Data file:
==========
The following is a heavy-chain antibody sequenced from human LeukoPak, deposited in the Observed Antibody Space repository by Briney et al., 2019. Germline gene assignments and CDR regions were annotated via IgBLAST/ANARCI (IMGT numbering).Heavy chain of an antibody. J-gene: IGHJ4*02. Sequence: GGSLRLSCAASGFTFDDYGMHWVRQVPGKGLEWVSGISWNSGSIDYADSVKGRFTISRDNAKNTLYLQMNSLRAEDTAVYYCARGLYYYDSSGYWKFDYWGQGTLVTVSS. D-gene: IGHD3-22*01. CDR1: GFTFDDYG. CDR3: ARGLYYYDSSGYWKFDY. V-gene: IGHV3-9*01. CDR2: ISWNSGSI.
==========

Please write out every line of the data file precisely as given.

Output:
The following is a heavy-chain antibody sequenced from human LeukoPak, deposited in the Observed Antibody Space repository by Briney et al., 2019. Germline gene assignments and CDR regions were annotated via IgBLAST/ANARCI (IMGT numbering).Heavy chain of an antibody. J-gene: IGHJ4*02. Sequence: GGSLRLSCAASGFTFDDYGMHWVRQVPGKGLEWVSGISWNSGSIDYADSVKGRFTISRDNAKNTLYLQMNSLRAEDTAVYYCARGLYYYDSSGYWKFDYWGQGTLVTVSS. D-gene: IGHD3-22*01. CDR1: GFTFDDYG. CDR3: ARGLYYYDSSGYWKFDY. V-gene: IGHV3-9*01. CDR2: ISWNSGSI.